Ta Prohm

Ta Prohm

Ta Prohm

Another of the big three locations in Angkor, along with Angkor Wat and Angkor Thom / Bayon. Located around 1km east of Angkor Thom they are easily combined as part of the one-day short circuit.

Unlike many temples in the area Ta Prohm has received little restoration meaning that its unique landscape of trees growing underneath and through temples survives and gives the temples nickname of “the jungle temple”.

Ta Prohm was thrust into worldwide fame when Lara Croft: Tomb Raider hit cinemas in 2001.


Built by King Jayavarman VII in the late 12th and early 13th centuries as a Mahayana Buddhist monastery and university.

Originally known as Rajavihara (monastery of the king) Ta Prohm formed part of the massive building programme of Jayavarman VII and was constructed in honour of his family.

The main image represents Prajnaparamita, personofication of wisdom, and is thought to have been modelled on the kings mother.

The site continued to be developed and expanded up until the end of the 15th century and the rule of Srindravarman.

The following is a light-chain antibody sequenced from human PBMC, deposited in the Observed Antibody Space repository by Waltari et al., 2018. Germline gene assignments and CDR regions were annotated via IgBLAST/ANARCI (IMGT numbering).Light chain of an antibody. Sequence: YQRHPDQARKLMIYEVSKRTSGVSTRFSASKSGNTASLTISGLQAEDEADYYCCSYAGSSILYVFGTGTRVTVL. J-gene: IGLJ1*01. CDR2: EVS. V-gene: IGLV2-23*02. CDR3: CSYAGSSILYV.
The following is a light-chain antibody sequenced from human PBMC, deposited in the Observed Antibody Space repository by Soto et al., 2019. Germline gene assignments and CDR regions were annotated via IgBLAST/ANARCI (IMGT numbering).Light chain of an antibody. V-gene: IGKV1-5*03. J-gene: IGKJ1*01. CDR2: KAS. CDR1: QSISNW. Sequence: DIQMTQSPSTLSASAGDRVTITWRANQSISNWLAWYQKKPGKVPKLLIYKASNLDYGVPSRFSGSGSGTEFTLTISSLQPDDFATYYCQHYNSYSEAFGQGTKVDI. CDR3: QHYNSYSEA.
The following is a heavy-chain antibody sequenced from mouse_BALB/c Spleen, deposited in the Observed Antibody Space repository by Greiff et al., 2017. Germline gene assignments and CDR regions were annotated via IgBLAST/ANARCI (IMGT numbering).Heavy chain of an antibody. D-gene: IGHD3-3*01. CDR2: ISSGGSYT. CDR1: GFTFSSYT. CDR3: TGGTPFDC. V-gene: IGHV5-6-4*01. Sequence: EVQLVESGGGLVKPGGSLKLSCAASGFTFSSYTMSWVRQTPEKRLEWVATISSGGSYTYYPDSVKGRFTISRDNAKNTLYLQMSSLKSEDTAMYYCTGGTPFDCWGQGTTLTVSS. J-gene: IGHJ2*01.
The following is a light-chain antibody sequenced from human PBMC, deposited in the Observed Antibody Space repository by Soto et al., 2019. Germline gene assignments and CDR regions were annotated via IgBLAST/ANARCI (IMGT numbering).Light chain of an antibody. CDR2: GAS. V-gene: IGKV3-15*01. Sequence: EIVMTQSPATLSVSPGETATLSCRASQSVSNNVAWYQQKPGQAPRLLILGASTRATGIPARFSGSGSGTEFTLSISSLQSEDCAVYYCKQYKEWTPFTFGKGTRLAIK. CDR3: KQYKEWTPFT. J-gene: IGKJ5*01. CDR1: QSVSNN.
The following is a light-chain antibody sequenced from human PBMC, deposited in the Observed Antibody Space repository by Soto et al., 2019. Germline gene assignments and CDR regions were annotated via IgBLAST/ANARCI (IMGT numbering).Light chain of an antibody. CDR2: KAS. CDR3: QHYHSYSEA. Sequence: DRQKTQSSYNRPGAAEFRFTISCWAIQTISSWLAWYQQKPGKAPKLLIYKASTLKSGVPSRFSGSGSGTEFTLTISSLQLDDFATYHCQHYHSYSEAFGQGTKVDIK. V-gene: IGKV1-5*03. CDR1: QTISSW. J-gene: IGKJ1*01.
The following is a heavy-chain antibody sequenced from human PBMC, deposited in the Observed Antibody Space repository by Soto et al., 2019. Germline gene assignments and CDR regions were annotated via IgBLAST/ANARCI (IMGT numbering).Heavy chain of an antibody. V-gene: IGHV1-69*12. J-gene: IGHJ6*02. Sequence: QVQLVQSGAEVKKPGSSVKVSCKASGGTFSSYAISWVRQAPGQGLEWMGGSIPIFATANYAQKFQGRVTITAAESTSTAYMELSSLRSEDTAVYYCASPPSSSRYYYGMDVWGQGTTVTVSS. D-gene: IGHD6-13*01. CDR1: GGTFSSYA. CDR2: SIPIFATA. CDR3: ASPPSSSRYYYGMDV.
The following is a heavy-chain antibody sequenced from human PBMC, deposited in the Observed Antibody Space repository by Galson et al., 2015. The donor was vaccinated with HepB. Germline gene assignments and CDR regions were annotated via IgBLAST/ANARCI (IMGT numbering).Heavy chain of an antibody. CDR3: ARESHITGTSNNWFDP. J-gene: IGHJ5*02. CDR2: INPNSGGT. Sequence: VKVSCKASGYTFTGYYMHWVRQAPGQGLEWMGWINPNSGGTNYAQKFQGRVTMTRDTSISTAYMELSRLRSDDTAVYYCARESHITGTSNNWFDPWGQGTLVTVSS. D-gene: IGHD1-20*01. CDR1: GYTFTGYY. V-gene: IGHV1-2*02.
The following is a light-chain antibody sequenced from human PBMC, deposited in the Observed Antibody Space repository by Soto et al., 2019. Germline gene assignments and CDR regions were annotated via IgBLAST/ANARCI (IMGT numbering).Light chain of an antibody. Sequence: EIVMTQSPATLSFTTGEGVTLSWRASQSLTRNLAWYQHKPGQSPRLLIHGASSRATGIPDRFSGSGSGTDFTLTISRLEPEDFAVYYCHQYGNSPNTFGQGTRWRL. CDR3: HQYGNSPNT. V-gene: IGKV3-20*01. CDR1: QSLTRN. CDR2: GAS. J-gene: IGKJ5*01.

At its peak the site was home to around 12,500 people with a further 80,000 people in surrounding villages. The temple is believed to have amassed extensive gold, pearls and silk.

The temple was abandoned after the fall of the Khmer empire in the 15th century.


Unlike Bayon and Angkor Wat, Ta Prohm is a “flat” Khmer temple. The outer wall of 1,000 metres by 650 metres is the first of five rectangular walls surrounding a central sanctuary.

Towers were added at the entrances in a similar style to those found at Bayon, although they have mostly collapsed. Moats were also present around the fourth enclosure at one point.

As a visitor it is hard to visualise the original layout due to later additions confusing the layout which is further complicated by the collapse of many parts of the buildings (only 2 of 4 original entrances are still in use) as well as the trees and vegetation that have taken over the area.

The famous Tomb Raider tree is located within the central sanctuary and is truly impressive and a major photo opportunity for most visitors.

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